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What’s important to appreciate in considering the sexuality of famous people, some long dead, is that the presumption of heterosexuality [which I’ve written about before; see “The Presumption of Heterosexuality and the Invisible Homosexual” at http://douglaswhaley.blogspot.com/2011/10/presumption-of-heterosexuality-and.html] is so strong that obvious evidence of homosexuality will nonetheless remain unseen, ignored, hidden, or outright destroyed by the historians and biographers writing supposedly definitive works. In spite of that, like it or not, ten percent of the people on this globe have always been homosexual [see Related Posts below], even in cultures and periods when the records appear to show no signs homosexuality. Two examples:
|Danny Kaye, Vivien Leigh, and Lawrence |
Olivier perform the song "Triplets"
The first serious attempts to define homosexuals as a distinct class worthy of protection and not scorn occurred in the nineteenth century. In 1860s Karl Heinrich Ulrichs, a German, wrote a series of pamphlets about “uranians,” a “third sex” with a “female psyche in a male body,” and this made the term “uranian” the buzz word of the day. It led Victorian reformers like Edward Carpenter and Symonds (Whitman’s correspondent) to champion the idea that uranians were “enlightened” people who would reform democracy, a conclusion that delighted England’s bad boy, Oscar Wilde. But Wilde’s private life with lower class rent boys brought an abrupt end to his literary and social career in 1895 when his homosexuality was revealed. This promptly led to three famous trials (Wilde was the plaintiff in the first one and the defendant in the latter two), his comic masterpiece “The Importance of Being Ernest” posting closing notices after a short run, and Wilde himself being sentenced to two years hard labor for “gross indecency.” This harsh punishment killed him at age 45, depriving the world of a tremendous talent just beginning to flower. I cannot tell you how much this angers me.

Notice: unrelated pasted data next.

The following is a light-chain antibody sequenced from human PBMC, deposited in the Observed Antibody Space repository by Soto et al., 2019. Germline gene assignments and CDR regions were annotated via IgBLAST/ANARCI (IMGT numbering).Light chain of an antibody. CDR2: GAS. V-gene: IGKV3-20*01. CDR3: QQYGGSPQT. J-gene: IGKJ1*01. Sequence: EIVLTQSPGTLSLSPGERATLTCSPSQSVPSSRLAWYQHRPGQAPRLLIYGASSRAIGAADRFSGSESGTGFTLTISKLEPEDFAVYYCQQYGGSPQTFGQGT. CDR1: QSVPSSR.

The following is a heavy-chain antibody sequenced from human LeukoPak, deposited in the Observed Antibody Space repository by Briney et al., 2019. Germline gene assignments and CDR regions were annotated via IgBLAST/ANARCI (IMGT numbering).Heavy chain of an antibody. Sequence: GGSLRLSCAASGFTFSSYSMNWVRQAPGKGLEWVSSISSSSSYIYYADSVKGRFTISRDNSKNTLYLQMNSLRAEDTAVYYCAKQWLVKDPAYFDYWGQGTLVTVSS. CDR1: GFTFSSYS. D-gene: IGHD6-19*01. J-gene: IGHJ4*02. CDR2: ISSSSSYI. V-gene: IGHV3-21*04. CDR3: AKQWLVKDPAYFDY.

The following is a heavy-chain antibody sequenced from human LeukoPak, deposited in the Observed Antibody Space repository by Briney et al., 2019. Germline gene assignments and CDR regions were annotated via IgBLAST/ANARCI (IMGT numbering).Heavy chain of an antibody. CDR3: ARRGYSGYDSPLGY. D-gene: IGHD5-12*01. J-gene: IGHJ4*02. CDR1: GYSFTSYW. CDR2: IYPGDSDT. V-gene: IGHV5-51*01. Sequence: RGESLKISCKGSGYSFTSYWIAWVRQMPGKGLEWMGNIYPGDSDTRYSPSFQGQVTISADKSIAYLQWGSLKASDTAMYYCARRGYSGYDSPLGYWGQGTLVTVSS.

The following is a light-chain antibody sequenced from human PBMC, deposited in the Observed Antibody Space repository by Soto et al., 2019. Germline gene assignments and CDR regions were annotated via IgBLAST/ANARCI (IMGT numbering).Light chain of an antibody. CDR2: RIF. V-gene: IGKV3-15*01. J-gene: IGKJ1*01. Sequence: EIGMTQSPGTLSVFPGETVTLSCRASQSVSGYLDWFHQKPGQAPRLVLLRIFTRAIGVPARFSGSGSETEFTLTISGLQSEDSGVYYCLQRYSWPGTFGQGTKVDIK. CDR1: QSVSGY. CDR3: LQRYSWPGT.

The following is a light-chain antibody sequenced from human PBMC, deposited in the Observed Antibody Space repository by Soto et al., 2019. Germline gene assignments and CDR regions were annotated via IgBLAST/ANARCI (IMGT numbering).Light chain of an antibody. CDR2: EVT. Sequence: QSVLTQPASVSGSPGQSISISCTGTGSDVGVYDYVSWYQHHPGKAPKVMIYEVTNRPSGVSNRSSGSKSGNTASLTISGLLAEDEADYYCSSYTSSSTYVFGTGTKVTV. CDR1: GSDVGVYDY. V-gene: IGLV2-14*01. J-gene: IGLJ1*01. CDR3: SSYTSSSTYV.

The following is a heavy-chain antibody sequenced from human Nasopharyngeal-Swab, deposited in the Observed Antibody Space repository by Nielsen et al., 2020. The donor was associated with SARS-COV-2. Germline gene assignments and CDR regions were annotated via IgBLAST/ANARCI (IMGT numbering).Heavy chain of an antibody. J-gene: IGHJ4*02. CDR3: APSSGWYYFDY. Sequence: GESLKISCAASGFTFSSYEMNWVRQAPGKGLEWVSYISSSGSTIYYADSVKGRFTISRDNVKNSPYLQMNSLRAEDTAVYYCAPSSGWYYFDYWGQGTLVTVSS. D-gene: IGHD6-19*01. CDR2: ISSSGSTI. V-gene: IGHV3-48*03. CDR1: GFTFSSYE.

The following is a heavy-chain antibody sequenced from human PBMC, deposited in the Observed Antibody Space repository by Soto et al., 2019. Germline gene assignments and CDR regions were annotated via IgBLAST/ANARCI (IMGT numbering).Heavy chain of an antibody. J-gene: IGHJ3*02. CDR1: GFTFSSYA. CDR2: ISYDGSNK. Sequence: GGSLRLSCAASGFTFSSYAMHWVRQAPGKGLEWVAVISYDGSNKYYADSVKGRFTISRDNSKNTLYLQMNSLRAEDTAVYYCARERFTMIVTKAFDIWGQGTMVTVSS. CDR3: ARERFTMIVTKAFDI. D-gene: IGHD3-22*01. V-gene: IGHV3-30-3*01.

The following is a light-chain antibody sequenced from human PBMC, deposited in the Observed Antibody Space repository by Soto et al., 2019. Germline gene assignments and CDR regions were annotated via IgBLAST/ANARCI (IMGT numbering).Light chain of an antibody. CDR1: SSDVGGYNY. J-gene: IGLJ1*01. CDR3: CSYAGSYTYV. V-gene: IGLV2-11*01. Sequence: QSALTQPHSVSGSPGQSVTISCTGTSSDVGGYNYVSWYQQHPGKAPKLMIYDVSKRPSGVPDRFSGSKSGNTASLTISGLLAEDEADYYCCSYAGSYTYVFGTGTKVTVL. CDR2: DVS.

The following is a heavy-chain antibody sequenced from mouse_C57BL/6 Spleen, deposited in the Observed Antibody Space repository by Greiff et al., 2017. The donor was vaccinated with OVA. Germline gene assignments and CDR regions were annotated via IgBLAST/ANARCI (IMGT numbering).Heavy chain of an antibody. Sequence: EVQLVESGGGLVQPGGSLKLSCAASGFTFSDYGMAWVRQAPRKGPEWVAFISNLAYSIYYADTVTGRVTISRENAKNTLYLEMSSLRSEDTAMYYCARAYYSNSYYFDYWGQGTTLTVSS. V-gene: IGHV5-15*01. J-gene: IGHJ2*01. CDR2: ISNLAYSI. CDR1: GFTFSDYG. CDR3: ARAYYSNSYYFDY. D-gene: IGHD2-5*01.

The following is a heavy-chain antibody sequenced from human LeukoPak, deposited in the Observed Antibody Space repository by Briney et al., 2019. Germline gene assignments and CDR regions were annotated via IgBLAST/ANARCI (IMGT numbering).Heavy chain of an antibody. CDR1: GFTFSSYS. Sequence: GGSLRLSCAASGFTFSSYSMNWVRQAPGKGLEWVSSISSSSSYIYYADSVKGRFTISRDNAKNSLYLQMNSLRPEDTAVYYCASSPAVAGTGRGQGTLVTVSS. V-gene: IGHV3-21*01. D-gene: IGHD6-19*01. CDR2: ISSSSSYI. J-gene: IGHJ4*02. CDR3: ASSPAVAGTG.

|Mattachine Xmas Party (Hay at upper left)|
|Del Martin and Phyllis Lyon|
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There is much more, of course, to the history of the LGBT movement before and after Stonewall, but this post is long enough. For a wonderful summary of events up through the early 1990s see the classic Gay American History: Lesbians and Gay Men in the U.S.A. by Jonathan Ned Katz (revised edition 1992). In it you will find the gay community creating new organizations such as ACT UP and political and social groups by the score, as well as the horror of the HIV/AIDS crisis that is still with us, and battles at all levels to tear down criminal statutes and massive forms of discrimination. From the beginning the movement has achieved major successes both in the United States and internationally, and, while there are major hurdles yet to be leaped, what has already been accomplished should indeed fill us with pride, coupled with gratitude for those who started it all.